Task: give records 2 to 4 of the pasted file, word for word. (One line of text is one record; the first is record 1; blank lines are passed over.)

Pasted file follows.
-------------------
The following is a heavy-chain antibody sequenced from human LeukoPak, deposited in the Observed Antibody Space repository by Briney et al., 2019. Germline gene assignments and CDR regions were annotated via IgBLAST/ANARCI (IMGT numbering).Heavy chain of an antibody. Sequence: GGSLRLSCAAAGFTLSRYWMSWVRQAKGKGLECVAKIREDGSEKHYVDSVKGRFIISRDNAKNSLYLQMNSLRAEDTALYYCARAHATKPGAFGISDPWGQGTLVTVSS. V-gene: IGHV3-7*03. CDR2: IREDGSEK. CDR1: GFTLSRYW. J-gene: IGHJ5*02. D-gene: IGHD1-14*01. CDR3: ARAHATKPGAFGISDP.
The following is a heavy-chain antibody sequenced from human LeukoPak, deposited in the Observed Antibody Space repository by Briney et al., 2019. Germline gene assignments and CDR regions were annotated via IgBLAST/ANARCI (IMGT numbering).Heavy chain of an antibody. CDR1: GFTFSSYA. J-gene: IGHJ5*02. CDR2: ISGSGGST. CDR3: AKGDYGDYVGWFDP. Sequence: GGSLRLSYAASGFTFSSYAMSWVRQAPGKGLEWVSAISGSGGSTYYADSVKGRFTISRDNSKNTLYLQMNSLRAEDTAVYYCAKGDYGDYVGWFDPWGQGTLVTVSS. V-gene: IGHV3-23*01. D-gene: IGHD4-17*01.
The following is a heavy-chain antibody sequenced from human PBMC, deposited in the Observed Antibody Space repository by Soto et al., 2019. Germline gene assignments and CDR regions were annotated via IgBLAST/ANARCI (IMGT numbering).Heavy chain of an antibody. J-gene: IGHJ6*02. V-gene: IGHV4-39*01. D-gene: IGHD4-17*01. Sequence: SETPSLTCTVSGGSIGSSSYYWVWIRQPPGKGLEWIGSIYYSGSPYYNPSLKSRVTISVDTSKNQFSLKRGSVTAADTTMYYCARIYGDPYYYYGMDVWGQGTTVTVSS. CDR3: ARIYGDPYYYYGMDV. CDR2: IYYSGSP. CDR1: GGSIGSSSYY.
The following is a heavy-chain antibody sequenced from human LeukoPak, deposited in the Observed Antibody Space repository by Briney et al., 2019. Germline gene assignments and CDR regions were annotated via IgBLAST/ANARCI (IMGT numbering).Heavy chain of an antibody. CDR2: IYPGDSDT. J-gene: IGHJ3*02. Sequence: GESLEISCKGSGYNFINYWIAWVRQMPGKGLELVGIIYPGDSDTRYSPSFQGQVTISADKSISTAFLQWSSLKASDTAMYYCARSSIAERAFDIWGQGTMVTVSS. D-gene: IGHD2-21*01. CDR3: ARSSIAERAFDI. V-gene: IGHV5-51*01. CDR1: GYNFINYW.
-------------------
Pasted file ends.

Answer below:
The following is a heavy-chain antibody sequenced from human LeukoPak, deposited in the Observed Antibody Space repository by Briney et al., 2019. Germline gene assignments and CDR regions were annotated via IgBLAST/ANARCI (IMGT numbering).Heavy chain of an antibody. CDR1: GFTFSSYA. J-gene: IGHJ5*02. CDR2: ISGSGGST. CDR3: AKGDYGDYVGWFDP. Sequence: GGSLRLSYAASGFTFSSYAMSWVRQAPGKGLEWVSAISGSGGSTYYADSVKGRFTISRDNSKNTLYLQMNSLRAEDTAVYYCAKGDYGDYVGWFDPWGQGTLVTVSS. V-gene: IGHV3-23*01. D-gene: IGHD4-17*01.
The following is a heavy-chain antibody sequenced from human PBMC, deposited in the Observed Antibody Space repository by Soto et al., 2019. Germline gene assignments and CDR regions were annotated via IgBLAST/ANARCI (IMGT numbering).Heavy chain of an antibody. J-gene: IGHJ6*02. V-gene: IGHV4-39*01. D-gene: IGHD4-17*01. Sequence: SETPSLTCTVSGGSIGSSSYYWVWIRQPPGKGLEWIGSIYYSGSPYYNPSLKSRVTISVDTSKNQFSLKRGSVTAADTTMYYCARIYGDPYYYYGMDVWGQGTTVTVSS. CDR3: ARIYGDPYYYYGMDV. CDR2: IYYSGSP. CDR1: GGSIGSSSYY.
The following is a heavy-chain antibody sequenced from human LeukoPak, deposited in the Observed Antibody Space repository by Briney et al., 2019. Germline gene assignments and CDR regions were annotated via IgBLAST/ANARCI (IMGT numbering).Heavy chain of an antibody. CDR2: IYPGDSDT. J-gene: IGHJ3*02. Sequence: GESLEISCKGSGYNFINYWIAWVRQMPGKGLELVGIIYPGDSDTRYSPSFQGQVTISADKSISTAFLQWSSLKASDTAMYYCARSSIAERAFDIWGQGTMVTVSS. D-gene: IGHD2-21*01. CDR3: ARSSIAERAFDI. V-gene: IGHV5-51*01. CDR1: GYNFINYW.